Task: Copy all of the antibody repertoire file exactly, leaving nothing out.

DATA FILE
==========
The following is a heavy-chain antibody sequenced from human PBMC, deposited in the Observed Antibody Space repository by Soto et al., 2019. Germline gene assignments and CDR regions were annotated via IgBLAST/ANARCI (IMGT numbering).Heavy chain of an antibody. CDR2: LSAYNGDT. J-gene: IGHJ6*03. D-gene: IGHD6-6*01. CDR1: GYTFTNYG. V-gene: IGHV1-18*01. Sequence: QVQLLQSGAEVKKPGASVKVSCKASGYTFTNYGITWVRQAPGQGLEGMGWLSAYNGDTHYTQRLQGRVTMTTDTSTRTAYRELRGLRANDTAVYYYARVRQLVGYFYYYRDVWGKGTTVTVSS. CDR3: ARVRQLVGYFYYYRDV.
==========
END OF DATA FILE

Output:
The following is a heavy-chain antibody sequenced from human PBMC, deposited in the Observed Antibody Space repository by Soto et al., 2019. Germline gene assignments and CDR regions were annotated via IgBLAST/ANARCI (IMGT numbering).Heavy chain of an antibody. CDR2: LSAYNGDT. J-gene: IGHJ6*03. D-gene: IGHD6-6*01. CDR1: GYTFTNYG. V-gene: IGHV1-18*01. Sequence: QVQLLQSGAEVKKPGASVKVSCKASGYTFTNYGITWVRQAPGQGLEGMGWLSAYNGDTHYTQRLQGRVTMTTDTSTRTAYRELRGLRANDTAVYYYARVRQLVGYFYYYRDVWGKGTTVTVSS. CDR3: ARVRQLVGYFYYYRDV.